Simple optimal betting/investment strategies

1. Martingale type’s betting systems

Martingale betting systems are considered the oldest optimal betting systems, which guaranty a positive profit to a player if the player has infinite starting capital (bankroll). In these systems a size of bets is adjusted in such way that new winnings compensate for the previous loses (see [1-2]).

Let us consider a simple martingale system that uses the same size of a minimal bet, if the previous outcome was a win, and in the case of a loss the new size of the bet is doubled. As we can see, after a series of loses the first winning bet covers all previous loses and gives a positive profit to this player. In theory (infinite starting capital) this strategy works fine, but in the real life an amount of a starting capital is always limited. If accumulated loses will be larger than the available capital then the player will not be able to place the next bet. This situation is called a ruin problem.

Such type of strategies are known from ancient times. In 18-th century French mathematicians adjusted them to card games and roulette in French casinos. Such betting systems become popular when some people won millions by using them. Casino owners hired mathematicians to determine if it is good or bad for casinos if people will be using such systems. The mathematicians come to the conclusion that usage of such systems will be profitable to casinos, because losses from those who gets into the ruin problem will exceed winnings from those who will be lucky and win.

A casino owner by name Martindale popularized this strategy among his casino’s clients. The story tells us that the word “martingale” was derived from this person name. In our days, some traders, investors and gamblers still use this strategy.

If a trader has $10,000 starting capital and places 100 trades (with the first trade of $100) according to the martingale system, where she/he wins a trade with a probability 0.51 (51%) and loses the trade with a probability 0.49 (49%), then the probability of ruin during these 100 trades is over 0.34 (34%).

The martingale type’s strategies have the following drawbacks:

-they do not take into account probabilities to win/lose;

-they have a very high probability of ruin.


2. Optimal strategies based on Kelly’s criterion

In 1956, a mathematician John Kelly, Jr. published an article in which the optimal solution was found for games with positive expected value (edge). Kelly avoided the ruin problem by allowing bets to be infinitely divisible (see [3-6]). This resulted in a nice and beautiful optimal solution of a mathematical problem.

If a player can win $1 with a probability p and lose $1 with a probability q, where p>q, then Kelly’s strategy is to bet p-q fraction of the current capital (bankroll). If p-q<=0 then players should not play the game. In theory (infinite time to play) this strategy gives the fastest speed of growth in capital for players.

A mathematician, Edward Thorp, was the first person who successfully applied Kelly’s strategy to blackjack card games in casinos and trading in financial markets. His fund Princeton Newport had never had a down quarter and his fund Convertible Hedge Associates, from November 1969 trough December 1973 had cumulative gains of 102.9 percent, versus a loss of -0.5 percent for the Dow Jones average in the same period (see [7]).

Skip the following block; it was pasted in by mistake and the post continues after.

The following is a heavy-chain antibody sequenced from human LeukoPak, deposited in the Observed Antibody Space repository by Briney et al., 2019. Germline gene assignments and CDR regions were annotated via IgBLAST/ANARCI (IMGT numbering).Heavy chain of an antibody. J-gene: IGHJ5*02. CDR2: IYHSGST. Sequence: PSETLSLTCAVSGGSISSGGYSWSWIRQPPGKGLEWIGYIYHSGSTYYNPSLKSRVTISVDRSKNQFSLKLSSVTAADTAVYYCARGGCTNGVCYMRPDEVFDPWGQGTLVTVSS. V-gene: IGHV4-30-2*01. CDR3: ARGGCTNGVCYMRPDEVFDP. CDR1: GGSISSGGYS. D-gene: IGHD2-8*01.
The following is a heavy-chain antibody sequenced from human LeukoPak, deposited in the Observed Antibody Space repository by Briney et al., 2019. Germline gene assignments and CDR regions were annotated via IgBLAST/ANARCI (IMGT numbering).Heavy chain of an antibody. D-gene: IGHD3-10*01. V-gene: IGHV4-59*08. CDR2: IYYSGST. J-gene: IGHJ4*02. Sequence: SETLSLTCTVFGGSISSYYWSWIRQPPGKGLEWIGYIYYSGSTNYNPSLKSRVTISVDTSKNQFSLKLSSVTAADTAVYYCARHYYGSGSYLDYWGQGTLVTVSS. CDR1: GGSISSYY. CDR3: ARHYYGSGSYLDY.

In practical situations with a finite number of bets and limits on minimal and maximal bets, Kelly’s strategy is not the optimal strategy for many players/investors with different risk-reward preferences (see the example below).


3. Minimax optimal strategies

Minimax type of strategies also known from ancient times. They were used by military leaders to find optimal strategies in wars with an adversary, which maximize success from own actions and minimize losses from the adversary actions. After the World War II, some information on this topic was declassified and published.

In 1997, the world chess champion Garry Kasparov lost games to Dip Blue computer. Dip Blue used minimax strategy to win the games (see [9]). Since then minimax type of strategies are popular among game theorists and artificial intelligence systems developers. Strange enough, that majority of financial advisers do not know this type of strategy and do not advise their clients to use it.

In simple words, we define a minimax type of strategy as a strategy that minimize some criteria (for example, loss, probability of ruin, etc.) and maximize other criteria (for example, profit, gain, capital growth, etc.) on the given set of restrictions (for example, maximal and minimal limits on bets/investments, total number of bets/trades, etc.)

Let us consider three persons with different risk-reward preferences. Alisa is a day trader on crypto and stock exchanges. She buys in the morning derivatives with the best profit potential and sells at the end of the same day. On average, she has 51% of correctly determined directions of price movements and 10% profit/loss per trade. She is a risk averse person and wants her probability to have positive gains after 365 days of trading to be over 60% and risk of ruin less than 10^-6. Alisa also wants that the strategy to be robust to 1% error in an estimation of the probability to win.